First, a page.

The Anapest fits snuggly as a trisyllabic metrical foot made up of three syllables obviously. The British spelling for it is Anapaest and the American spelling is Anapest. This anapestic foot is shown in the Table above and is made up of two short syllables followed by one long syllable in quantitative meter; and in accentual-syllabic meter used in English language poetry two unstressed syllables followed by one stressed syllable . By the way “meter” is American spelling and the British spelling is “metre”. The Anapest is also known as the Antidactylus because the dactyl ( ̷ ᵕ ᵕ ) has this symbolic pattern in reversed order.
English language poetry tends to use the Anapest as the dominant foot in the writing of Limericks. In accentual-syllabic meter the Anapest because it ends with a stressed syllable easily facilitates strong end-rhymes and tends to create a very rolling, galloping feeling verse, and allows for long verses with a great deal of internal complexity. The poem used as an example is “The Destruction of Sennacherib” by the poet Lord George Gordon Bryon published in 1815. This poem describes the events that are chronicled in 2 Kings 18-19 of the Bible.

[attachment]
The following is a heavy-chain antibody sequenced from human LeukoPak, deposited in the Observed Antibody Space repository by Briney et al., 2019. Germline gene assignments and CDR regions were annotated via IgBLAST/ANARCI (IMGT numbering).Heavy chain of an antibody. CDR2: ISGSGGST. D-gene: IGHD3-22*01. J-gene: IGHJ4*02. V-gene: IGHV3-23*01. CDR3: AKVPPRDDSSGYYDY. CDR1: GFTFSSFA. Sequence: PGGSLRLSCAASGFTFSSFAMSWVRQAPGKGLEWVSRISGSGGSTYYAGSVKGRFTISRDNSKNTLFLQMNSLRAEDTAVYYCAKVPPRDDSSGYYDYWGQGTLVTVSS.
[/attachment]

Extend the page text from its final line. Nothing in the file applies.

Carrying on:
The stanzas from Bryon’s poem are scanned to show the effects of the anapest in Qualitative meter giving rise to Pentameter verses. Take a look.
Shown below is the scansion on the Limerick by a 21st Century poet where the anapest is a key component of the verses. The rhyme scheme is aabba. The first, second and fifth verses are in Tetrameter. The third and fourth verses are in Trimeter. Take a look:
But some Anapestic Limericks have this rhyme scheme aabca, shown below.
The poet Lewis Carroll is famous for his masterful use of the Anapest in Tetrameter verses rhyming abab. Here is an example of a stanza taken from his poem, “The Hunting of the Snark”. In the example the anapest is underlined for quick recognition.